Random k-SAT and the Power of Two Choices
Will Perkins
Computer Science , 2012,
Abstract: We study an Achlioptas-process version of the random k-SAT process: a bounded number of k-clauses are drawn uniformly at random at each step, and exactly one added to the growing formula according to a particular rule. We prove the existence of a rule that shifts the satisfiability threshold. This extends a well-studied area of probabilistic combinatorics (Achlioptas processes) to random CSP's. In particular, while a rule to delay the 2-SAT threshold was known previously, this is the first proof of a rule to shift the threshold of k-SAT for k >= 3. We then propose a gap decision problem based upon this semi-random model. The aim of the problem is to investigate the hardness of the random k-SAT decision problem, as opposed to the problem of finding an assignment or certificate of unsatisfiability. Finally, we discuss connections to the study of Achlioptas random graph processes.
Implementing Arithmetic and Other Analytic Operations By Transcriptional Regulation
Sean M. Cory,Theodore J. Perkins
PLOS Computational Biology , 2008, DOI: 10.1371/journal.pcbi.1000064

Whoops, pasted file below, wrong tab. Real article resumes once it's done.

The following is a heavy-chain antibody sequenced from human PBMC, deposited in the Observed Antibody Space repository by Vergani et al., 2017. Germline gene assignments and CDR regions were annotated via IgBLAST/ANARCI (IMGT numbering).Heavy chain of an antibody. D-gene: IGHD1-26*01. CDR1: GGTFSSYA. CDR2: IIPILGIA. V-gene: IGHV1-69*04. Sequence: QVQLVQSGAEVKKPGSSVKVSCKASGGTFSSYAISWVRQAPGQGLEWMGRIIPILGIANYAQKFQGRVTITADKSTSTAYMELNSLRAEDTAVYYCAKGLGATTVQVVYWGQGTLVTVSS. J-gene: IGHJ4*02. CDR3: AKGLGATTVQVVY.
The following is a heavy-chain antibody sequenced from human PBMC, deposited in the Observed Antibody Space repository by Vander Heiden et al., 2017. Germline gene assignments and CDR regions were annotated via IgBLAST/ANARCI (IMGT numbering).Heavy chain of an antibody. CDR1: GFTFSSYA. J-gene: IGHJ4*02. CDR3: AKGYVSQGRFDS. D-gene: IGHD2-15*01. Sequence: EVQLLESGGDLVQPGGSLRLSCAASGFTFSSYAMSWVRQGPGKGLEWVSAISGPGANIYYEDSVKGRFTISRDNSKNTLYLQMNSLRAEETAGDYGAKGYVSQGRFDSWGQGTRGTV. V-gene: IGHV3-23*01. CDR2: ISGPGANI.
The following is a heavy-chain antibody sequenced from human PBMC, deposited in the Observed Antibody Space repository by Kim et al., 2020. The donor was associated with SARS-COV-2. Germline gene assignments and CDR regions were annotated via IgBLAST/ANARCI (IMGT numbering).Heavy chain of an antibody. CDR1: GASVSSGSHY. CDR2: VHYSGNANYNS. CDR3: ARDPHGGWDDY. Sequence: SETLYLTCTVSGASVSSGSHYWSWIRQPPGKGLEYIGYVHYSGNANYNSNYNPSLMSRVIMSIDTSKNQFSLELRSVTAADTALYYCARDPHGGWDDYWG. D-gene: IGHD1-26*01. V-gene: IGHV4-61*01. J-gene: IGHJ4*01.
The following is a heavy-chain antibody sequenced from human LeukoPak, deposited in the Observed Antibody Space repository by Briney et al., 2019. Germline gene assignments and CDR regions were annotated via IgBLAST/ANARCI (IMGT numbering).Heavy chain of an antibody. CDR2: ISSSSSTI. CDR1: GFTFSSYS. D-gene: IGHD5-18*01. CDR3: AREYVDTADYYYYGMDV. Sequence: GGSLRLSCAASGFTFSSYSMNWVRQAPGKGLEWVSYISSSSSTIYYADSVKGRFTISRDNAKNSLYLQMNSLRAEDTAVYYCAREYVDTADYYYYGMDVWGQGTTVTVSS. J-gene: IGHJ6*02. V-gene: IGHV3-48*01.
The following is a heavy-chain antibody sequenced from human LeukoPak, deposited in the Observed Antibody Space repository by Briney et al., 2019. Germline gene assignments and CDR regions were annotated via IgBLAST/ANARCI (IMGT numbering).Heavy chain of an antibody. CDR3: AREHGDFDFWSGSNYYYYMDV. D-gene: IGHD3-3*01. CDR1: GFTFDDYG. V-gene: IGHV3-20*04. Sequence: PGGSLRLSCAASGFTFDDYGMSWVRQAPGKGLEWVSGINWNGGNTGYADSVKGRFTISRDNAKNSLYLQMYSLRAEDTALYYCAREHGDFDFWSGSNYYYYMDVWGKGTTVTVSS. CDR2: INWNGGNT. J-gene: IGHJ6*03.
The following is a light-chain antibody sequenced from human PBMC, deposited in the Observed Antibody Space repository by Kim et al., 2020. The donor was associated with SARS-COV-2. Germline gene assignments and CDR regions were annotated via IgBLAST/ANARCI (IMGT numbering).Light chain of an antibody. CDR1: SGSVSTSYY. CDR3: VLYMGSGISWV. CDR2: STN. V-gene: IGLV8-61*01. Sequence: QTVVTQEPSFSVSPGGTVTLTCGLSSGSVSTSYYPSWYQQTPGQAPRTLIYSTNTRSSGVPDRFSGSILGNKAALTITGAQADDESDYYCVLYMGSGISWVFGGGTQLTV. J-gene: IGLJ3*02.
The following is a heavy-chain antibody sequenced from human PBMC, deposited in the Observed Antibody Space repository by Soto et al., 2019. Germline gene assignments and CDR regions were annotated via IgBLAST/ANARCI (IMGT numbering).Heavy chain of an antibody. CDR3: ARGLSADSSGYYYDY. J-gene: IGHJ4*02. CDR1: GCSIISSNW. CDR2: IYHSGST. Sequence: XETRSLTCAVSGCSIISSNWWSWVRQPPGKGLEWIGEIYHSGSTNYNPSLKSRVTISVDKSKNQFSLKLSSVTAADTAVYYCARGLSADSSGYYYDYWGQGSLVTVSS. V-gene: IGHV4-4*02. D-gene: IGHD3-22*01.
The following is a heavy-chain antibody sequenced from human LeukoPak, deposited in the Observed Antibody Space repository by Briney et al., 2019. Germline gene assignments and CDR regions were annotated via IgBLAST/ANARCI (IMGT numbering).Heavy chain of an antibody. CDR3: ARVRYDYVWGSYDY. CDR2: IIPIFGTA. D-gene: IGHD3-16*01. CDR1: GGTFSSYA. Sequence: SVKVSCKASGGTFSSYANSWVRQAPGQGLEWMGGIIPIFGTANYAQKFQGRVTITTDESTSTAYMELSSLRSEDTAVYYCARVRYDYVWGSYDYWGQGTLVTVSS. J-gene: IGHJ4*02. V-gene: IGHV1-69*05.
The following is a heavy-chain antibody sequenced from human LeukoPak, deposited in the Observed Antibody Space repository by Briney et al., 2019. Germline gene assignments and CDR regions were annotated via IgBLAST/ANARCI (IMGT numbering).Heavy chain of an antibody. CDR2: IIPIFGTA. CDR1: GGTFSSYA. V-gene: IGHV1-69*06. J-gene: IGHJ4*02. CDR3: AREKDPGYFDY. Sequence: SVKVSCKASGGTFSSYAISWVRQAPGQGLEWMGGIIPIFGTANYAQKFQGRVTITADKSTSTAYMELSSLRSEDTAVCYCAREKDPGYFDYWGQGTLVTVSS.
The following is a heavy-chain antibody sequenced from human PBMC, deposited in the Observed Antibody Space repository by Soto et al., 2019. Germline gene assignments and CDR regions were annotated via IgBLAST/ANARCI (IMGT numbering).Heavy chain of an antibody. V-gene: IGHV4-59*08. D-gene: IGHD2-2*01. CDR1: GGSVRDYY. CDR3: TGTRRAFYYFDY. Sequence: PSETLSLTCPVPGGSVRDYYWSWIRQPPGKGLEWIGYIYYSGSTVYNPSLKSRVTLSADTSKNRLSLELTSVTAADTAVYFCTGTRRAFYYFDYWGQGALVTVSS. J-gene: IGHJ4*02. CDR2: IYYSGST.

Abstract: The transcriptional regulatory machinery of a gene can be viewed as a computational device, with transcription factor concentrations as inputs and expression level as the output. This view begs the question: what kinds of computations are possible? We show that different parameterizations of a simple chemical kinetic model of transcriptional regulation are able to approximate all four standard arithmetic operations: addition, subtraction, multiplication, and division, as well as various equality and inequality operations. This contrasts with other studies that emphasize logical or digital notions of computation in biological networks. We analyze the accuracy and precision of these approximations, showing that they depend on different sets of parameters, and are thus independently tunable. We demonstrate that networks of these “arithmetic” genes can be combined to accomplish yet more complicated computations by designing and simulating a network that detects statistically significant elevations in a time-varying signal. We also consider the much more general problem of approximating analytic functions, showing that this can be achieved by allowing multiple transcription factor binding sites on the promoter. These observations are important for the interpretation of naturally occurring networks and imply new possibilities for the design of synthetic networks.